Instead of first issuing a cd command followed by a use command, you could also read
the file hh in folder c:\intropov\data\ by simply entering the full path in the use command, as

Alternatively, you could read a file by selecting
File Open
in the Menu Tab, or by clicking on the leftmost icon, an opening file folder , in the Tool bar.
Note that the file hh.dta and other Stata data files are available from
http://mail.beaconhill.org/~j_haughton/povertymanual.html as part of a set of computing
exercises for poverty analysis. The data are a subsample of the microdata from the Household
Survey 199899 that was conducted jointly by the Bangladesh Institute of Development
Studies (BIDS) and the World Bank.
If a file to be read in were too large for the default memory capacity of STATA, then an
error message (as in the Results Window of Figure 4-5) would be seen.
use c:\intropov\data\hh

Introduction to Methods for Research in Official Statistics 72 of 179
Figure 4-5. Resulting error message from reading a large STATA datafile.

To cure such a problem, you would have to change the memory allocated by issuing the

then you can reissue the use command. If the file opens successfully, then the allocated
memory is sufficient. If you continue to obtain an error message, you can try 40m or 60m. But
be careful not to specify too much memory for STATA. Otherwise, the computer will use
virtual memory that will actually slow down your computer.
All STATA Error messages are short messages, which include a code. . The code is a
link, and by clicking on it, you get more clues to cure the error. Some error messages, however,
are not quite informative.
Note also that the memory allocation command works only if no data set is open. To
clear the memory in STATA, either enter

or issue the command

In theuse command, if your computer is connected to the internet you can also specify
a web address, e.g.,

will read the ozone.dta file from the net.
set mem 30m

drop _all

use http://courses.washington.edu/b517/data/ozone.dta

Introduction to Methods for Research in Official Statistics 73 of 179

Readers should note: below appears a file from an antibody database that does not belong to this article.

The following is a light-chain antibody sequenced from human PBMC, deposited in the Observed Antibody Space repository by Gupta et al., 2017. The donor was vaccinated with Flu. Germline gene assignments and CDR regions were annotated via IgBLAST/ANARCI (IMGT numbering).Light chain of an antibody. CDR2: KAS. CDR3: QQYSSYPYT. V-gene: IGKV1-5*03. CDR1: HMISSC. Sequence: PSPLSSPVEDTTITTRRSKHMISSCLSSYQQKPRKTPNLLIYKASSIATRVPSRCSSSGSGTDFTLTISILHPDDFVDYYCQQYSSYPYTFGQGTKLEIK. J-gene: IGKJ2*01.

In STATA, you can only have one data set open at a time. Suppose that the ozone
dataset is open; if you open the hh dataset, you will be replacing the ozone file in memory with
this file. You can do this by typing

in the command line, or in sequence

which, first clears the active memory of data, and then reads the new data set.

You can use the count command to tally the number of observations in the data set.

The count command can be used with if-conditions. For the data set hh.dta you can issue the
following command to give the number of households whose head is older than 50.

If you want to see a brief description of the dataset in active memory, you can enter
the describe command as follows:

from the command window, or alternatively, you can select

Data Describe Data Describe Variables in Memory

in the Menu Bar and then click OK after receiving the pop-up window displayed in Figure

Figure 4-6. Pop-up menu for Describe Variables in Memory.

use hh, clear

use hh


count if agehead > 50

Introduction to Methods for Research in Official Statistics 74 of 179
Either way, we obtain the results shown in Figure 4-7 below that describes the contents of the
STATA datafile hh.

Figure 4-7. Resulting message from describe.
4.1.2. Obtaining Tables and Summary Measures with STATA

Piles of raw data, by themselves, may neither be interesting nor informative. However,
when the data are presented in summary form, they may be much more meaningful to us. One
way of summarizing information is by computing summary measures such as measures of
location. Among the most useful measures of location are measures of central tendency, such
as the mean, which represent typical values or values where the middle of the data tends to lie.
Measures of location other than centrality are also calculated to describe the data distribution,